For a study, researchers sought to investigate the Interagency Registry for Mechanically Assisted Circulatory Support registry to test the hypothesis that such a history would be associated with poorer outcomes. Patients enrolled in the Interagency Registry for Mechanically Assisted Circulatory Support registry. They received a continuous-flow left ventricular assist device (LVAD) between June 2006 and December 2017 and were considered eligible for inclusion in the study. The median period of follow-up was 12.9 months (interquartile range, 5.3 to 17.5). The final study group comprised 15,069 patients, of whom 1,184 (7.9%) had a history of alcohol addiction, and 1,139 (7.6%) had a history of illegal substance use. The total mortality rates for the alcohol group, the illegal drug group, and the control group were 25%, 21%, and 29%, respectively. Cox regression analysis revealed that a history of alcohol abuse (hazard ratio, 0.97, 95% CI, 0.84 to 1.13, P=0.72) or illicit drug use (hazard ratio, 1.02, 95% CI, 0.86 to 1.21, P=0.81) was not significantly associated with an increased risk of all-cause mortality in the LVAD population as a whole. In contrast, after controlling for other factors, a history of alcohol consumption or illicit drug use was substantially associated with higher device malfunction/pump thrombosis, device-related infection, or hospitalization for all causes (all P<0.05). In addition, as compared to patients who did not receive the device, those who had their LVADs implanted experienced a lower quality of life than those who did. This was determined by using the Kansas City Cardiomyopathy Questionnaire. In conclusion, the data suggested that patients with a history of heavy drinking or illicit drug use were at a higher risk for negative device-related events and an even worse quality of life following the installation of continuous-flow LVADs than the overall LVAD population. This was the conclusion reached after comparing the patients with a history of alcohol misuse or illicit drug use to the overall LVAD population.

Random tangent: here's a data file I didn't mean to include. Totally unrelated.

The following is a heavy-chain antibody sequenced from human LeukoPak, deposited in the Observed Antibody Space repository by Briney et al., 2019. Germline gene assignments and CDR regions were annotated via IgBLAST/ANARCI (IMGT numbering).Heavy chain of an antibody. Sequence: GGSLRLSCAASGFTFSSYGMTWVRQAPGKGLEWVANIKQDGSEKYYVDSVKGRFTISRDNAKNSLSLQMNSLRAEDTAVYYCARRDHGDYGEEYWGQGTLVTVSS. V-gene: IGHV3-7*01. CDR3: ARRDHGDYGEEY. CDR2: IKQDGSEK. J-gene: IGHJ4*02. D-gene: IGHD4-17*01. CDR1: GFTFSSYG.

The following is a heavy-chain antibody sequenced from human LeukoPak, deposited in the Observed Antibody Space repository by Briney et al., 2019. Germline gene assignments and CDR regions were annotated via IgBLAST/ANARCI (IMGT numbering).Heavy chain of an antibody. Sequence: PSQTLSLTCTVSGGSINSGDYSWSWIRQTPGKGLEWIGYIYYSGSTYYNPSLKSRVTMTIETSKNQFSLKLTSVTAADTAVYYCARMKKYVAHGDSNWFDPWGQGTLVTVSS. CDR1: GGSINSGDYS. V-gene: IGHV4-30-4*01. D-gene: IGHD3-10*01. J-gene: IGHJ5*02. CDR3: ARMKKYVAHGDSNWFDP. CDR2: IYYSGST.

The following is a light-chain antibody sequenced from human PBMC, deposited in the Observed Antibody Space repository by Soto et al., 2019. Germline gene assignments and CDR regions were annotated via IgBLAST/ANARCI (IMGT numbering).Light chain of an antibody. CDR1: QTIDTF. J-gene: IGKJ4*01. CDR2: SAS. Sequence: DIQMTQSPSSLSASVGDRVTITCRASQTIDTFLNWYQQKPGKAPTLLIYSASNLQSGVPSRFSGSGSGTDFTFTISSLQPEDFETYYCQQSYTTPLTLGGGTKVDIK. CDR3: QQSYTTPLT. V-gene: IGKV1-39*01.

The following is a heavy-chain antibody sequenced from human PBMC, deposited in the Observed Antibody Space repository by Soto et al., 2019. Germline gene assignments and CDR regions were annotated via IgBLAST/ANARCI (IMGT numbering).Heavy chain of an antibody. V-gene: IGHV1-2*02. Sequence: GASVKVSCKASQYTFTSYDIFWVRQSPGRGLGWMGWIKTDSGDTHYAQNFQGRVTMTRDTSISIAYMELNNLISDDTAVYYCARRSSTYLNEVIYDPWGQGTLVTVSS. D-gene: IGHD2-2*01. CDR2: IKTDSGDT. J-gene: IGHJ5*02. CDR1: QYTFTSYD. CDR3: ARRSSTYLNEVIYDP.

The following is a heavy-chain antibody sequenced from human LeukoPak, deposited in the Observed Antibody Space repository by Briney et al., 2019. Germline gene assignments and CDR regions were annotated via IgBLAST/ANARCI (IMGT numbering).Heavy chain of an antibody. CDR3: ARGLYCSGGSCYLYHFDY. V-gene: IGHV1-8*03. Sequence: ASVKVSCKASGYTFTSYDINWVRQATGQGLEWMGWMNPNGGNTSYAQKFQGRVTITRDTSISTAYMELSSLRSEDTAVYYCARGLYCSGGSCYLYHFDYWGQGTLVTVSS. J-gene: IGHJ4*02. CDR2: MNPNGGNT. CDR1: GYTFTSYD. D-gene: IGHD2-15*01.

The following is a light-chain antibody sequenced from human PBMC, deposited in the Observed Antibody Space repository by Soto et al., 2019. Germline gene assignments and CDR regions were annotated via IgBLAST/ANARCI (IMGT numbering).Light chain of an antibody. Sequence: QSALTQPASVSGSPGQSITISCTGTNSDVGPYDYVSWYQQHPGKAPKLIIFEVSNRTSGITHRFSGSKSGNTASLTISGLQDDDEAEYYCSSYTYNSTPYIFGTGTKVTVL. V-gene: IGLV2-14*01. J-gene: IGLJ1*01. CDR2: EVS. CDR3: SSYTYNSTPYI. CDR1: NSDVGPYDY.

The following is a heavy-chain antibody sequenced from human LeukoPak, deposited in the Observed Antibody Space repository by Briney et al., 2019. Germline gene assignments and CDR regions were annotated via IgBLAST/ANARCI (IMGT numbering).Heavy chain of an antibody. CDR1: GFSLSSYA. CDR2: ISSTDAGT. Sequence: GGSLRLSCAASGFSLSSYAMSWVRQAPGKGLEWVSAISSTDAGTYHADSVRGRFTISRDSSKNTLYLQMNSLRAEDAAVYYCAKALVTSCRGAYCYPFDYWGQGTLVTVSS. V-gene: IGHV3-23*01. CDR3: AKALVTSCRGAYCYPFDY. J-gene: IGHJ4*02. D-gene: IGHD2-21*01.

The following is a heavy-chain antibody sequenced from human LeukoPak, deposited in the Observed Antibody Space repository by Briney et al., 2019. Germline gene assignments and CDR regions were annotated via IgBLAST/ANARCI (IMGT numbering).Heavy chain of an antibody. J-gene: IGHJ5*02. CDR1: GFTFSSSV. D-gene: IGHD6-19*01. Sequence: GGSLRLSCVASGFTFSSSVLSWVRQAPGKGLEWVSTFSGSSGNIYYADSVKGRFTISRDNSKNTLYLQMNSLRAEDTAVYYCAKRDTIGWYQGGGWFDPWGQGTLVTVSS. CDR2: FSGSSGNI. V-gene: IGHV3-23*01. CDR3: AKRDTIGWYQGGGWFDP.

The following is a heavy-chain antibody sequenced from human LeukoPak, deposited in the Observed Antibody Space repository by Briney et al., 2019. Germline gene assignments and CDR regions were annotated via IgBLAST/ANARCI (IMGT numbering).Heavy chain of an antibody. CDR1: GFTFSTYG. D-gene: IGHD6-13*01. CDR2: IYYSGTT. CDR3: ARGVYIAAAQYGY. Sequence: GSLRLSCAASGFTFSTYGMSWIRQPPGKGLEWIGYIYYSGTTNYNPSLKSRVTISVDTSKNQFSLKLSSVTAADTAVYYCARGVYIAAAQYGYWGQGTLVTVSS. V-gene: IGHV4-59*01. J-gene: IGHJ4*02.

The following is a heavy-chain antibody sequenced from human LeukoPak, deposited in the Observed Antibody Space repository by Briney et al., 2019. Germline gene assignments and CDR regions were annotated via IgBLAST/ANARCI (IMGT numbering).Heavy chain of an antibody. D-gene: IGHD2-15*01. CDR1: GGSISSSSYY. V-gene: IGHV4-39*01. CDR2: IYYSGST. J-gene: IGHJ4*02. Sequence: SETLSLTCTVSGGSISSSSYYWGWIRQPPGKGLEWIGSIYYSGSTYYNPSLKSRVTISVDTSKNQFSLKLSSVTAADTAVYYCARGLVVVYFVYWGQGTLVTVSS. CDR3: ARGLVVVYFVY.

Source – ajconline.org/article/S0002-9149(22)00525-2/fulltext